New-home construction slides in November as builders pull back 

by John Yellig

Housing starts slid in November as builders moved to complete homes already underway and cut back on seeking permits for new construction. 

Housing starts, which include construction of new single-family and multifamily residences, declined 0.5% month over month to a seasonally adjusted annual rate 1,427,000 units, the U.S. Census Bureau and the U.S. Department of Housing and Urban Development said in a press release. Year over year, starts were down 16.4%.        

New single-family home starts fell 4.1% from October’s revised annual estimate to 828,000, while multifamily starts rose 4.8% to 584,000. On a yearly basis, the rate of single-family starts was down 32.1%, while multifamily was up 24.5%.

Permits, a leading indicator of future new-home supply, fell 11.2% month over month and 22.4% year over year to 1,342,000 units, while housing completions jumped 10.8% month over month and 6% year over year to an annual rate of 1,490,000 in November.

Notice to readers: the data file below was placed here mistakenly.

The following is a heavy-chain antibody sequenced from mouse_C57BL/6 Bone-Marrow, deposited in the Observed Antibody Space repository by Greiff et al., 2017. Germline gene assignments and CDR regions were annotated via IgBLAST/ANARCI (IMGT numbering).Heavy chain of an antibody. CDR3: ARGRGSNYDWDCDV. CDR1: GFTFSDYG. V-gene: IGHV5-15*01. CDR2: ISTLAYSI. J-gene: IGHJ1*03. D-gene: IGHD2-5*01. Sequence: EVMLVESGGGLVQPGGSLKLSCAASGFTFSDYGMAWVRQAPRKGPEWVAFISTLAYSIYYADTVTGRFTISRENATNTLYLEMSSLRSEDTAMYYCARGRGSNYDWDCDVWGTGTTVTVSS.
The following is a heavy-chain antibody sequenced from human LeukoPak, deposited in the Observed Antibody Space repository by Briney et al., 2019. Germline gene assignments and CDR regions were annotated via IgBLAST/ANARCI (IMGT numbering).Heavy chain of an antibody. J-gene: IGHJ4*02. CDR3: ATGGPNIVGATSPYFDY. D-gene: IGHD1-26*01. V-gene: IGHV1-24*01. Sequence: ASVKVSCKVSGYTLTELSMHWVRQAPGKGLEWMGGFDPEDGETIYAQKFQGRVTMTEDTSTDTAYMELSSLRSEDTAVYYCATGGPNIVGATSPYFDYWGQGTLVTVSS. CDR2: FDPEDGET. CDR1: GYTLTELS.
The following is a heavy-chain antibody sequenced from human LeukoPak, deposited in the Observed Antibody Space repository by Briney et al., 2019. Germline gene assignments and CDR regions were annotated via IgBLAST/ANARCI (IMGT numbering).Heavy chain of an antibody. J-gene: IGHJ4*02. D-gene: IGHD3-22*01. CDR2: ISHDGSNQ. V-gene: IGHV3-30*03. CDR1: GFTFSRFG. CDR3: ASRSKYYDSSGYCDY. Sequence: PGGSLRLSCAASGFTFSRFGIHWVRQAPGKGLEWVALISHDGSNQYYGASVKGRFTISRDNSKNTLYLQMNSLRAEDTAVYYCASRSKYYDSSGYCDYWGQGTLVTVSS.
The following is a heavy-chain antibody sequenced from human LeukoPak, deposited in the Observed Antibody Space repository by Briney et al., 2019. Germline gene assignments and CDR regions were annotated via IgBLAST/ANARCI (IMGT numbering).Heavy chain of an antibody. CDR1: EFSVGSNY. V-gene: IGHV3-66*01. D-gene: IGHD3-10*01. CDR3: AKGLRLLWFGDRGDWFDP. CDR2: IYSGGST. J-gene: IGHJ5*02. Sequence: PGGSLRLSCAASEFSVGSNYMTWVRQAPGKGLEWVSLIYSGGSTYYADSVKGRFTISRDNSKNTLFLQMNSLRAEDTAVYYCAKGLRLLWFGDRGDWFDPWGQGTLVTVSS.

Compass President Neda Navab said the decline in permitting — one of the largest monthly drops of the last decade — and increase in completions could have “worrisome” long-term consequences for housing supply. 

“It’s not easy for builders to balance the short-term pullback in demand with the long-term need for more housing nationwide, but on the surface, it seems a more reasonable strategy would be to pull back on short-term starts and keep the longer-term permit pipeline as full as possible,” Navab said. “That builders have instead taken the opposite path — clearing out those homes already permitted, but leaving the cupboard barer for tomorrow — does not bode well for a nation that remains under-built.” 

First American deputy chief economist Odeta Kushi said the month’s figures reflect waning homebuilder confidence, which has fallen for 12 consecutive months. 

“Housing demand is weakening, while builders continue to face higher costs and supply-side headwinds,” Kushi said. “As builders pull back on starting new projects, they will have greater opportunity to bring to market the backlog of homes in their pipelines that are already under construction.” 


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